Over the years, he’s joked about perception meeting reality regarding his Bond-like persona, and in 2015 told Maxim that he thought the buzz around his getting the role had probably all but killed his chances for actually landing it. Meanwhile, the rest of us were too busy freaking out that Idris Elba was the first man ever to pose for the famously erotic men’s magazine. There he was, chilling alone in fancy menswear with no women in sight, apparently so hot and manly and Bond-like that even straight boys got to shout.

And that’s pretty much how it’s gone for Elba: He can protest all he wants that the buzz around his casting is about race and not the man himself — but his fans are all like, sorry, sir, did you just win the Rear of the Year award? Sorry, sir, did you just break a real-life world speed record while driving a literal Bond car? Sorry, sir, did you follow-up a slow-jam island paradise music video in which you wore cutoff denim with a collaboration with Shadow Boxxer in which you rapped in a bowler hat?

This sort of thing is probably why A-lister after A-lister has come out in support of casting Elba for the role. It’s also probably why the 2014 Sony hack revealed that Sony executives considered him a shoo-in at the time, and why the franchise’s producers have reportedly been meeting with him about the part since at least 2012.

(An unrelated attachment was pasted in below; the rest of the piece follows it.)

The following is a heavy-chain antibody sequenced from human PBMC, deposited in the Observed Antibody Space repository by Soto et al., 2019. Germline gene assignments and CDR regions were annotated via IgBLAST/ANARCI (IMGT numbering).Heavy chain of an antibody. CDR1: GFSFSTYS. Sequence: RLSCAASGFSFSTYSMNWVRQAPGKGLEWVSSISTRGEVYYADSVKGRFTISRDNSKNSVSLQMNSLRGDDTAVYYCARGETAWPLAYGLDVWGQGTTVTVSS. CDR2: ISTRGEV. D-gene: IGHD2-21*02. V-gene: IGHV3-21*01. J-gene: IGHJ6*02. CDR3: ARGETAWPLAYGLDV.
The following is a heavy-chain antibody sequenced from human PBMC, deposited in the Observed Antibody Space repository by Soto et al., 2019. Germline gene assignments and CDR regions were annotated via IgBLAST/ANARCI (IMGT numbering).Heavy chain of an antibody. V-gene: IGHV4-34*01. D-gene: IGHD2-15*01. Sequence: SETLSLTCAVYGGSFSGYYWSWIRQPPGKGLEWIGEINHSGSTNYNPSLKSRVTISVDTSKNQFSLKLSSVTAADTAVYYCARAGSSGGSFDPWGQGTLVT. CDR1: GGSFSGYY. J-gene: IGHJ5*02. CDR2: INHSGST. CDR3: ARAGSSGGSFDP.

The real mystery isn’t really why the Idris Elba rumor has become a larger-than-life cultural myth. It’s why it’s the myth hasn’t yet become reality. It’s clearly wearying for Elba himself. “I’m probably the most famous Bond actor in the world,” he opined in 2015, “and I’ve not even played the role.” In other words, it’s high time to either cast Elba already or move on.

Alas, at this point, Elba might be too old for the part. Craig was cast at age 37 and immediately began experiencing the pains of aging out of an action-intense role; if Elba is cast, he’ll be 46 just starting the production.

The idea that Elba might be too old to play James Bond is very sad, because clearly no one deserves the role more than a slow-jamming, race-car-driving, Best Ass winner who’s posher than the queen and dresses like he knows it. But there are still alternatives if Bond doesn’t happen for Elba — though they may rely on a rosier view of Hollywood than we’ve yet arrived at.

After all, if Hollywood had more diverse casting, more diverse storytellers, and more diverse kinds of stories, there’d probably already be a new breakout mega-role available to Elba that would be fresh, elegant, and charming. Hell, it might even make James Bond — with his shitty shaken cocktails, his rapeiness, and his horsey midcentury songwriter face, sorry — feel like the dated patriarchal colonial fantasy he’s always been.

Then again, in a world where diverse casting is still an uphill battle, that alternate Elba franchise might be one step too far even for a new generation of fans who seem more than ready for Elba to climb into the Aston Martin.

So dream on, Bond fans. Someday your prince will come.